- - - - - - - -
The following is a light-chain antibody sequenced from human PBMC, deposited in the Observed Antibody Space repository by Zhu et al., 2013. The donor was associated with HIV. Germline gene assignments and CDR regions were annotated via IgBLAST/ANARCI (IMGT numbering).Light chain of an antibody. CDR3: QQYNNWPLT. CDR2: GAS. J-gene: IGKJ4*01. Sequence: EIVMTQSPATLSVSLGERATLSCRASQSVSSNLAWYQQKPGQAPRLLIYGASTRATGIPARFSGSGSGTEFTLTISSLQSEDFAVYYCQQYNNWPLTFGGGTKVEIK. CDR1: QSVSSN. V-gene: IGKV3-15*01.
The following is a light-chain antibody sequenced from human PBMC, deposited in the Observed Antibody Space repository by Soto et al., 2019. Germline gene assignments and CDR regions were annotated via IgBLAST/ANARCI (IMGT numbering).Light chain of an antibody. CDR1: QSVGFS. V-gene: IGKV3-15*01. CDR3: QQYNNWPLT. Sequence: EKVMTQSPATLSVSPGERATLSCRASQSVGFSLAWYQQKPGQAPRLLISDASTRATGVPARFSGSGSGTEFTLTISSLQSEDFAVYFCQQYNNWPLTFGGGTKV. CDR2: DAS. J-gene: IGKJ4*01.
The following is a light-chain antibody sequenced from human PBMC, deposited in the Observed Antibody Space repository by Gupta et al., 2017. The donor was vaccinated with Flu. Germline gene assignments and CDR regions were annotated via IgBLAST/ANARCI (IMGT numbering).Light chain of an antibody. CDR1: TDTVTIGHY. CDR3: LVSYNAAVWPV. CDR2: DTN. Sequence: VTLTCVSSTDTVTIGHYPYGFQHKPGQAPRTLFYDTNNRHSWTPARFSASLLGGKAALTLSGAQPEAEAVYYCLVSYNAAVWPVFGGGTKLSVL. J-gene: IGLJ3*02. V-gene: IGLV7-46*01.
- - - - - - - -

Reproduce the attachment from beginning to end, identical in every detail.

The following is a light-chain antibody sequenced from human PBMC, deposited in the Observed Antibody Space repository by Zhu et al., 2013. The donor was associated with HIV. Germline gene assignments and CDR regions were annotated via IgBLAST/ANARCI (IMGT numbering).Light chain of an antibody. CDR3: QQYNNWPLT. CDR2: GAS. J-gene: IGKJ4*01. Sequence: EIVMTQSPATLSVSLGERATLSCRASQSVSSNLAWYQQKPGQAPRLLIYGASTRATGIPARFSGSGSGTEFTLTISSLQSEDFAVYYCQQYNNWPLTFGGGTKVEIK. CDR1: QSVSSN. V-gene: IGKV3-15*01.
The following is a light-chain antibody sequenced from human PBMC, deposited in the Observed Antibody Space repository by Soto et al., 2019. Germline gene assignments and CDR regions were annotated via IgBLAST/ANARCI (IMGT numbering).Light chain of an antibody. CDR1: QSVGFS. V-gene: IGKV3-15*01. CDR3: QQYNNWPLT. Sequence: EKVMTQSPATLSVSPGERATLSCRASQSVGFSLAWYQQKPGQAPRLLISDASTRATGVPARFSGSGSGTEFTLTISSLQSEDFAVYFCQQYNNWPLTFGGGTKV. CDR2: DAS. J-gene: IGKJ4*01.
The following is a light-chain antibody sequenced from human PBMC, deposited in the Observed Antibody Space repository by Gupta et al., 2017. The donor was vaccinated with Flu. Germline gene assignments and CDR regions were annotated via IgBLAST/ANARCI (IMGT numbering).Light chain of an antibody. CDR1: TDTVTIGHY. CDR3: LVSYNAAVWPV. CDR2: DTN. Sequence: VTLTCVSSTDTVTIGHYPYGFQHKPGQAPRTLFYDTNNRHSWTPARFSASLLGGKAALTLSGAQPEAEAVYYCLVSYNAAVWPVFGGGTKLSVL. J-gene: IGLJ3*02. V-gene: IGLV7-46*01.